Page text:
Top: Fr. Iván Csete, members of the congregation attending the mass Bottom: Robert Winer, Fr. Csete, Brother David and Liana Guberman (the soloist). Photos by ZR Photo. Used by permission.
Exactly 90 years after it was consecrated and two years after its doors were closed, Saint Stephen of Hungary Church on East 82nd Street in Manhattan was reopened again for a few hours on August 16th, 2017. (Actually, the church is not completely "closed", since the Catholic school located at the same address has an English-language Mass once a week during the school year.) The Hungarian Mass followed the interpretation of the decree ”Making All Things New” which ordered its closing, with the stipulation that once a year, on the feast day of its patron saint there could be a holy Mass celebrated in that church.
It was a bitter-sweet occasion. Sweet, because its parishioners could once more in their own church thank the Lord for his abundant blessings, and also ask for the intercession of the Blessed Virgin Mary, Mother of God, who became the Patroness of Hungary in a special way. Saint Stephen, the first King of Hungary, on the day he died, on August 15th , 1038, offered his crown to her to protect the new nation. (That scene is depicted in the large stained glass window behind the altar.)
For almost a thousand years, since Stephen became a saint, Hungarians celebrated his feast day not on the day he died, feast of the Assumption of Mary, Mother of God, but out of consideration and respect for her, five days later, on August 20th. In every Hungarian church in the world that is the day when Saint Stephen’s feast is celebrated. That is also the greatest national legal holiday in Hungary.
This year, August 20th fell on a Sunday. It was the cause of sadness and bitterness that, because in the general calendar of the Church, the feast of Saint Stephen of Hungary is on August 16th , the Hungarian parishoners were denied a chance to follow their ancient tradition. How many more people would have attended this celebration on a Sunday! Yet, even though it was a weekday and the Mass was at 7:00 o’clock in the evening, the church was almost filled to capacity. English and Hungarian speaking former parishoners, young and old alike, attended the bilingual Holy Mass celebrated by a priest, who many years ago had his first Holy Mass in this church. The parents of some of those present had helped to build the church, and they themselves have been members of this parish since the day they were born, others from the day they arrived here as immigrants; they were married here, had their children baptized here or had a loved one taken from here to the final resting place.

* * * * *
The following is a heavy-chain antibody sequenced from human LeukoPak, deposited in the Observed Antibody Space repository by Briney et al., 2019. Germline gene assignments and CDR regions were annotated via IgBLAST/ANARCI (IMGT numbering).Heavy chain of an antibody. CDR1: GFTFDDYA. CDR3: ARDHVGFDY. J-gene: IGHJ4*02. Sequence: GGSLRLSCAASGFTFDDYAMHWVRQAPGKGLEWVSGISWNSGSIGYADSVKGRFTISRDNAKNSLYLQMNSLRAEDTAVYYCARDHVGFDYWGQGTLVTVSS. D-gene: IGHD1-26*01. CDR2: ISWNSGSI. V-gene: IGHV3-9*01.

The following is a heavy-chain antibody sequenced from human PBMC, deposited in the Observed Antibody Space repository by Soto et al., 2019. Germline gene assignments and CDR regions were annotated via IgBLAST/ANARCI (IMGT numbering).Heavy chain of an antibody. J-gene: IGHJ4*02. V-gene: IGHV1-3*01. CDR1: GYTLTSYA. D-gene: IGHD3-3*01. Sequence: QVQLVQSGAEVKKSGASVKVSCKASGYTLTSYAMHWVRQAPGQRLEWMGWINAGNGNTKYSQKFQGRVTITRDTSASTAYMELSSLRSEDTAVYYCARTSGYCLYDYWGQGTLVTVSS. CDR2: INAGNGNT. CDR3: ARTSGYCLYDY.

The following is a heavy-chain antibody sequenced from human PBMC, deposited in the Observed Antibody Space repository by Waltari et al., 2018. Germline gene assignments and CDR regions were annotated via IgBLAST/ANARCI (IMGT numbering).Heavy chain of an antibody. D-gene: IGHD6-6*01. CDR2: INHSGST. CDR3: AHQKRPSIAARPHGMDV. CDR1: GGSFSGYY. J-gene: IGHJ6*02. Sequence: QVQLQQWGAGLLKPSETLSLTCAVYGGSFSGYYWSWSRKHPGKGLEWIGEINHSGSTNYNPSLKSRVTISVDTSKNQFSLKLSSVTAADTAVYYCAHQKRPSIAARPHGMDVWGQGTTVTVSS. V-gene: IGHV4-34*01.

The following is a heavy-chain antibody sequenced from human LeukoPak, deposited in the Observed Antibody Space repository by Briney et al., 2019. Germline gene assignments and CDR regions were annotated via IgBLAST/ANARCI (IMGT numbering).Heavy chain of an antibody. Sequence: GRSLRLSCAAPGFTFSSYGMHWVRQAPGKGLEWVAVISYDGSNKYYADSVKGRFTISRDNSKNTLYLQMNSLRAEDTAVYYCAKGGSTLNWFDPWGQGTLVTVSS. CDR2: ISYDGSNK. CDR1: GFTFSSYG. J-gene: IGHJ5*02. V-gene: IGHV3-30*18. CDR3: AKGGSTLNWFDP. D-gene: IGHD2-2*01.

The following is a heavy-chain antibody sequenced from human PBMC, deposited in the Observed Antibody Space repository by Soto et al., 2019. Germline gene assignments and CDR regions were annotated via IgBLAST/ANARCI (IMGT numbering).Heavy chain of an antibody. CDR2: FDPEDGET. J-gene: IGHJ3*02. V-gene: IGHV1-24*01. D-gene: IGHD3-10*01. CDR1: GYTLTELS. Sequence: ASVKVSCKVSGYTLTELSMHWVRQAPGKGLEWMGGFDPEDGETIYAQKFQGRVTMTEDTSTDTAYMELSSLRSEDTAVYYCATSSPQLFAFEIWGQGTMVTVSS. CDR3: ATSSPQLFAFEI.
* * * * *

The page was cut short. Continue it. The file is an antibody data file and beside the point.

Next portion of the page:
Fr. Boniface Ramsey, Pastor of St. Joseph Church who has kindly welcomed the displaced Hungarian parishioners of St. Stephen, greeted the faithful gathered for the Mass.
Fr. Ivan Csete was the Celebrant of the bi-lingual Mass, with Brother David (who is of Hungarian origin) assisting. Robert Winer, formerly President of the Lay Committee, was the Announcer. Erzsike Horváth did the Readings. Judith Vincze played the clarinet, and Liana Guberman sang the Ave Maria at the end of Mass.
Two Hungarian Scouts led the procession behind the cross, bringing the American and the Hungarian flags.
Among the congregation was Király Zsuzsanna, Leading Consul of the Republic of Hungary, whose children were the altar servers. Also attending was a 102-year old parishioner, Margit Hericz (see the February 2015 issue of Magyar News Online).
Fr. Ivan’s homily struck an optimistic note, as he recalled some dark moments of Hungarian history, which the nation, with its indomitable spirit, always managed to survive and to carry on.
Since permission had not been granted for the use of the hall, refreshments were served after Mass in the back of the church.
On Sunday the 20th, the parishioners went by rented bus to St. Stephen of Hungary Church in Passaic, NJ where the Pastor, Fr. László Vas celebrated the feast with a bi-lingual Mass at 10 AM. This was followed by luncheon served in the church yard.
László Oroszlány was born in Hungary and left the country in 1956. He came to the United States in 1959, and established a firm producing precision parts as a manufacturing sub-contractor for the aerospace industry. He retired from there after 42 years. He had been President of the Lay Committee of St. Stephen of Hungary Church in New York.